Time to read Genesis again…

It’s that time of year again when blogs, Twitter and Facebook explode with Bible reading plans for the New Year.  The provision of this material, with the tradition of New Year’s resolutions, lead many Christian’s to resolve to reading the whole Bible in a year.

Image by Sias van Schalkwyk
Image by Sias van Schalkwyk

However, after embarking on our reading plan which will get us through the Bible in a year, we often stumble.  Once we’ve missed one or two days reading completing the plan begins to look like an insurmountable challenge.  Therefore, many of us have read Genesis (and perhaps even Exodus, up to Chapter 20 anyway) numerous times – but often haven’t made it any further!

Now, don’t get me wrong – the Bible reading plans are of great benefit, having a great knowledge of Genesis is beneficial, and making resolutions to read the Bible in a year is indeed honourable – but I am not going to offer Bible reading plans (well, maybe one or two near the end).  Rather, I want to offer three theological reasons for reading the Bible and three practical reasons we should read the whole Bible every year.

All this comes with a caveat however.  Reading the Bible through in a year is not a must, and these reasons are not necessarily aimed at convincing you to read the Bible through in a year.  Rather, these are encouragements for those who have decided to read the Bible through in a year to continue with it…

Theological Reasons for Reading the Bible

1)      The whole of the Bible is about Jesus – The first theological reason for reading the Bible is because it is all about Jesus.  Repeatedly in the Gospels Jesus, and his disciples, make it explicit that all of Scripture is about him (Lk. 11:29-32; 24:25-27; Jn. 1:45).  Therefore, it is not enough for us just to read a Gospel or two and a few of our favourite passages from Paul’s letters each year.  Rather, we should be reading all of God’s Word because all of God’s Word points to Jesus and shows us more of him.  As I read all of God’s Word I begin to see with more strength the pointers to Jesus from every section of Scripture.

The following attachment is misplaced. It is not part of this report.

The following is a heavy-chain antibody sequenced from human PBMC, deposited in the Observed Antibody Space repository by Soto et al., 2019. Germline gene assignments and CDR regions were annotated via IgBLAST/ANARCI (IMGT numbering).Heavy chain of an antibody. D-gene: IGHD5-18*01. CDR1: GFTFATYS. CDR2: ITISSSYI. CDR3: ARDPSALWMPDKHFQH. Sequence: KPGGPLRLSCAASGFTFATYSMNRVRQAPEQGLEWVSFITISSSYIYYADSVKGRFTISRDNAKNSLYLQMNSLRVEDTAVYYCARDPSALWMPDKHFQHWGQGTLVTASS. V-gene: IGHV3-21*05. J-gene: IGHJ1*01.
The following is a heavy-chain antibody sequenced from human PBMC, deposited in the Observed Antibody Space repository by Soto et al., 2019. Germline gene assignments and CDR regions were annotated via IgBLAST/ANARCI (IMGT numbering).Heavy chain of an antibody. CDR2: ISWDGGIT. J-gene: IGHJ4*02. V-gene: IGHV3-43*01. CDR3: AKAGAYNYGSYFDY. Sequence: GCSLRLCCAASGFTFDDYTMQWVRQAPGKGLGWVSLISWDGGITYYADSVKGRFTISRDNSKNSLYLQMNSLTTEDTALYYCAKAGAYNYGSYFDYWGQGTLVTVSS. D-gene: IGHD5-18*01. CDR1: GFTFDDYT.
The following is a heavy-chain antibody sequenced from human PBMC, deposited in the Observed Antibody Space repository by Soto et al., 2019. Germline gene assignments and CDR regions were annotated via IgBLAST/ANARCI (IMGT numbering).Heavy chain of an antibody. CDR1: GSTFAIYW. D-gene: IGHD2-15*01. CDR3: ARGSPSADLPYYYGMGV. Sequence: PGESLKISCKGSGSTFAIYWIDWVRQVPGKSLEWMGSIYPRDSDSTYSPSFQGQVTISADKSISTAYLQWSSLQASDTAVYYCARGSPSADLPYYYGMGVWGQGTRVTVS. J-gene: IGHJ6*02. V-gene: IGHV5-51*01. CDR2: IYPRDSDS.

2)      The Bible is precious – Secondly, we should endeavour to read the Bible because it is precious.  Undoubtedly Psalm 119 is the most famous portion of Scripture concerning God’s very own Word.  In this Psalm we are told in no uncertain terms that the Bible is very precious.  This is how it describes God’s Word: wondrous (v18), delightful (v24), truth (v43), comforting (v50), righteous (v62), precious (v72), steadfast (v89), wisdom (v98), sweet (v103), joy (v111), salvation (v155) and enduring (v160).  I have found God’s Word becoming more precious to me as I become better acquainted with it by reading.

3)      The Bible is beneficial – The third theological reason for reading the Bible is that it is beneficial.  2 Timothy 3:16-17 describe the benefits of God’s Word for us ‘All Scripture is breathed out by God and profitable for teaching, for reproof, for correction, and for training in righteousness, that the man of God may be competent, equipped for every good work’.  We should not be neglecting this Word and the more time I spend reading it the more God uses it to challenge me and equip me for every good work.

Practical Reasons for Reading the Bible Through in a Year